Further research on the Internet revealed a threaded discussion found in the archives of the newsgroup soc.religion.bahai when I searched under the phrase "hollow reed". I have copied three paragraphs of this threaded discussion here:
Reference #1

In what Bahá'í book can I find Abdu'l-Bahá's prayer: "Make me a hollow reed from which the pith of self hath been blown..." The only web site I could find this prayer was from the "Church of Mercavah" http://www.mercavah.org/sanskrit.htm which attributes this prayer not to Abdu'l-Bahá', but as a work translated from Sanskrit (?). It's not by 'Abdu'l-Bahá, but the source above is wrong, too. The "hollow reed" prayer is actually an excerpt from a longer prayer written by George Townshend.

Reference #2

The metaphor of the hollow reed as a symbol of how human beings are plaintive and cut off from their divine origin is most famously used by Jalalu'd-Din Rumi in his Mathnavi, a book `Abdu'l-Bahá much loved.

Reference #3

The only hollow reed reference that I know of is the following... Some Answered Questions, by `Abdu'l-Bahá, p. 45:
    COMMENTARY ON THE ELEVENTH CHAPTER OF THE REVELATION OF ST. JOHN
    This reed is a Perfect Man Who is likened to a reed, and the manner of its likeness is this: when the interior of a reed is empty and free from all matter, it will produce beautiful melodies; and as the sound and melodies do not come from the reed, but from the flute player who blows upon it, so the sanctified heart of that blessed Being is free and emptied from all save God, pure and exempt from the attachments of all human conditions, and is the companion of the Divine Spirit. Whatever He utters is not from Himself, but from the real flute player, and it is a divine inspiration.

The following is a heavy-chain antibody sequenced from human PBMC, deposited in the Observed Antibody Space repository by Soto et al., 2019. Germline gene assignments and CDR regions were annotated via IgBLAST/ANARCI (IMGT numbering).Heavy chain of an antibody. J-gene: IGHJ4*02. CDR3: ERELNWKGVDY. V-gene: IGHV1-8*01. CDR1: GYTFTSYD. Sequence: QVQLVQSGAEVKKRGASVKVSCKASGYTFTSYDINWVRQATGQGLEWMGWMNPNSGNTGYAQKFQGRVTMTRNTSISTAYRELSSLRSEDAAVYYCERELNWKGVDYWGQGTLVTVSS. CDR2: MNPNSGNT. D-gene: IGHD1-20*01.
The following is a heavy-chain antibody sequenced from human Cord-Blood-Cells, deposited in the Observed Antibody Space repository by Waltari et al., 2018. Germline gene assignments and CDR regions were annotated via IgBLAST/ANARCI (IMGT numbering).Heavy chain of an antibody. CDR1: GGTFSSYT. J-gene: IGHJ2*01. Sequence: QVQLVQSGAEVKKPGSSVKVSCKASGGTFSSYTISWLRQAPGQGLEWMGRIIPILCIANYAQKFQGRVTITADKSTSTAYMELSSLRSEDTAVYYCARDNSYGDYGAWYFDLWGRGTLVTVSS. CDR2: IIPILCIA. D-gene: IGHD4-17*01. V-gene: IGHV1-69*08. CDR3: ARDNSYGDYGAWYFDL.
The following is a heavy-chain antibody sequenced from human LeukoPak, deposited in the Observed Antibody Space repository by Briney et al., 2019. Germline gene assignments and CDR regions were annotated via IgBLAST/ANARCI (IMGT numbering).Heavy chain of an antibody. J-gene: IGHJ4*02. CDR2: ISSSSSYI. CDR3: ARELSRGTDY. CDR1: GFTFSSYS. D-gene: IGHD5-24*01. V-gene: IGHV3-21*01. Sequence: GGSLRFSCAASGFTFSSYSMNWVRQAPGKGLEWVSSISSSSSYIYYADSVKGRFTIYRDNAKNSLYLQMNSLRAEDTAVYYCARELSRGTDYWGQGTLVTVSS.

My concern here lies in the misunderstanding that seems to be present among the friends regarding this prayer. Most people I have asked in the communities in which I have lived attribute the prayer to Abdu'l-Bahá. This attribution is generally accompanied by a reference to not recollecting exactly which text. I have heard this prayer used in Feasts, Holy Day celebrations, and community programs. It is normally followed by the name of Abdu'l-Bahá, thus reinforcing the attribution to Him.

An additional concern is that there is no official authoritative discussion found in the threaded discussion referenced above, with contradictory references presented as if they were matters of fact. Hearsay is the current method of citation for this prayer, its source and author. Any guidance you can provide on this matter is greatly appreciated.
          Respectfully, ...

2. Response from the Universal House of Justice

From: Bahá'í World Centre